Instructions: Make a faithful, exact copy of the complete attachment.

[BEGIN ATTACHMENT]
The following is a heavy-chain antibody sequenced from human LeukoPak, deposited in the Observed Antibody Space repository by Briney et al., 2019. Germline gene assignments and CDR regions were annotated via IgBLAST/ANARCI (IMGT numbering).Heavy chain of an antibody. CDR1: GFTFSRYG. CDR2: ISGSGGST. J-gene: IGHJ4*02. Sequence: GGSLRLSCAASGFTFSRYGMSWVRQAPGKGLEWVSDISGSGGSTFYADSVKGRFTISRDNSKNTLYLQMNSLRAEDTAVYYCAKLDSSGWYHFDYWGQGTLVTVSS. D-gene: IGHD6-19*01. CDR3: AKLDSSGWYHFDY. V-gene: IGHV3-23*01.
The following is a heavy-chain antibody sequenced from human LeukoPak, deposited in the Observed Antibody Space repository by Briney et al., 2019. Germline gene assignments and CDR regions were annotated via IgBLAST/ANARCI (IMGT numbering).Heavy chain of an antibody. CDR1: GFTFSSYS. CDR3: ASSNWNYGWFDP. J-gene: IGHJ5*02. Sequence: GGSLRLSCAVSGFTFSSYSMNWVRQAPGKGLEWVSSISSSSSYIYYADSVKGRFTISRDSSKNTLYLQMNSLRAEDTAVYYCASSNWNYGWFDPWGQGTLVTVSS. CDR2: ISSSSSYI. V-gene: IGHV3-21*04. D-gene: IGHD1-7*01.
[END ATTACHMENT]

The following is a heavy-chain antibody sequenced from human LeukoPak, deposited in the Observed Antibody Space repository by Briney et al., 2019. Germline gene assignments and CDR regions were annotated via IgBLAST/ANARCI (IMGT numbering).Heavy chain of an antibody. CDR1: GFTFSRYG. CDR2: ISGSGGST. J-gene: IGHJ4*02. Sequence: GGSLRLSCAASGFTFSRYGMSWVRQAPGKGLEWVSDISGSGGSTFYADSVKGRFTISRDNSKNTLYLQMNSLRAEDTAVYYCAKLDSSGWYHFDYWGQGTLVTVSS. D-gene: IGHD6-19*01. CDR3: AKLDSSGWYHFDY. V-gene: IGHV3-23*01.
The following is a heavy-chain antibody sequenced from human LeukoPak, deposited in the Observed Antibody Space repository by Briney et al., 2019. Germline gene assignments and CDR regions were annotated via IgBLAST/ANARCI (IMGT numbering).Heavy chain of an antibody. CDR1: GFTFSSYS. CDR3: ASSNWNYGWFDP. J-gene: IGHJ5*02. Sequence: GGSLRLSCAVSGFTFSSYSMNWVRQAPGKGLEWVSSISSSSSYIYYADSVKGRFTISRDSSKNTLYLQMNSLRAEDTAVYYCASSNWNYGWFDPWGQGTLVTVSS. CDR2: ISSSSSYI. V-gene: IGHV3-21*04. D-gene: IGHD1-7*01.